Blue Car A memory of the automobile in which a father drove away from his family provides the title for Blue Car but no hint of the… Blue Car A memory of the automobile in which a father drove away from his family provides the title for Blue Car but no hint of the… 2003-05-02 R PT87M Drama Agnes Bruckner David Strathairn Regan Arnold Frances Fisher Margaret Colin Miramax
Movie Review

Blue Car (2003)

MPAA Rating: R
Agnes Bruckner, Blue Car | 'BLUE'-LIGHT SPECIAL Bruckner seeks solace
Image credit: Blue Car: Rob Sweeney
'BLUE'-LIGHT SPECIAL Bruckner seeks solace
EW's GRADE
A

Details Limited Release: May 02, 2003; Rated: R; Length: 87 Minutes; Genre: Drama; With: Agnes Bruckner and David Strathairn; Distributor: Miramax

A memory of the automobile in which a father drove away from his family provides the title for Blue Car but no hint of the power of writer-director Karen Moncrieff's superb feature debut. That blue is the kind of detail Mr. Auster (David Strathairn), a married high school English teacher, encourages his talented 18-year-old student Meg (Agnes Bruckner) to develop in order to deepen as a poet. Auster's attention, in turn, is the caring support Meg comes to crave -- and, dangerously, to trust -- as she struggles with her own depressed, fatherless household.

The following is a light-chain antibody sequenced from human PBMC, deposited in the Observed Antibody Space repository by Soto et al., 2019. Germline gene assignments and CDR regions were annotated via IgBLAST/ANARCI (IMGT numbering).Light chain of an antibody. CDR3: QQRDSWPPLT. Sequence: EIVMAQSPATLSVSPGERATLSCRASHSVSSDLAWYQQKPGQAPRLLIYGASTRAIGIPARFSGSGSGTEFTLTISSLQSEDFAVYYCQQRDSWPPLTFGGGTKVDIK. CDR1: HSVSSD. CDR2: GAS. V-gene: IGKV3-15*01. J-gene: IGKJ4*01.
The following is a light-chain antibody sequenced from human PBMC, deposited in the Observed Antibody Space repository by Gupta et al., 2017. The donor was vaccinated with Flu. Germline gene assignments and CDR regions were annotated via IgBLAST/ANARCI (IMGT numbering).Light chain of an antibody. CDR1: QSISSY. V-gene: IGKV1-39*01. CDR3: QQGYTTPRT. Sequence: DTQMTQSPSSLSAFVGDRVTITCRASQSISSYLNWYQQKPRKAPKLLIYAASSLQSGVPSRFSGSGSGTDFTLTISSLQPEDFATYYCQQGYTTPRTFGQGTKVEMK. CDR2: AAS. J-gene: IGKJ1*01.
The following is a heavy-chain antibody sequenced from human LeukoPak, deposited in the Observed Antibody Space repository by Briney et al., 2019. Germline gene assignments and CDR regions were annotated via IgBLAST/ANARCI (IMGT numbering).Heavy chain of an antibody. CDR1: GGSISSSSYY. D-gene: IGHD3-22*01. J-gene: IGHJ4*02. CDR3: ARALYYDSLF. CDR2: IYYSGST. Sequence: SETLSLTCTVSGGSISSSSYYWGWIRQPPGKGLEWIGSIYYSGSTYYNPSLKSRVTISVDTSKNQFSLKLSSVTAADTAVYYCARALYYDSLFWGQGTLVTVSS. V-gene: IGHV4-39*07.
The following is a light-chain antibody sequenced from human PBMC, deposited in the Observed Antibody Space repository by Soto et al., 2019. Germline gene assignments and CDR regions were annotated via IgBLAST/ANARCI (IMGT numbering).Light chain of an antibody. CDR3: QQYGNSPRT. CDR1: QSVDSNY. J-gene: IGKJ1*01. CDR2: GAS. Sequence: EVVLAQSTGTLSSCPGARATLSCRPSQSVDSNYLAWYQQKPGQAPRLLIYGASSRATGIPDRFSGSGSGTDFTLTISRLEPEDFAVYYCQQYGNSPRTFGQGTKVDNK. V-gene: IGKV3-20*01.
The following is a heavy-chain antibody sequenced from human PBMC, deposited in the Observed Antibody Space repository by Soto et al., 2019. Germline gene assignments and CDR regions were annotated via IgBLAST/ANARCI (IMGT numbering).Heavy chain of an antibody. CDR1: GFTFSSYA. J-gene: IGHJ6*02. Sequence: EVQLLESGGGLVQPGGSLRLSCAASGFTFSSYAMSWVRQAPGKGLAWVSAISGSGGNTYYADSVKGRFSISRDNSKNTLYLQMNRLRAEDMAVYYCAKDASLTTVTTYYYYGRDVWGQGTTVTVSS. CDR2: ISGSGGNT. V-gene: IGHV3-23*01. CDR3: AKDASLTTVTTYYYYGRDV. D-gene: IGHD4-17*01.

It's high praise to compare Moncrieff with the dazzling Scottish filmmaker Lynne Ramsay (''Ratcatcher,'' ''Morvern Callar''). Each has a knockout storytelling voice and works with a raw, innately feminine strength that scrubs away the soapy film from sad sagas. The bond between Meg and Auster is a marvel of believable complication; Strathairn's portrayal of a flawed man is so moving and Bruckner's Meg so painfully true -- a breakthrough performance -- that thoughts of ''Lolita'' are left far behind. ''Blue Car,'' an independently made film (shot in beautiful 35mm) about becoming a real artist, is at the same time a thrilling example of what it feels like to encounter a real artist at the start of her career. Here's hoping that in her poetic future, Moncrieff will remain independent, free to deepen all the colors of her talent.

Originally posted Apr 30, 2003 Published in issue #709 May 09, 2003 Order article reprints
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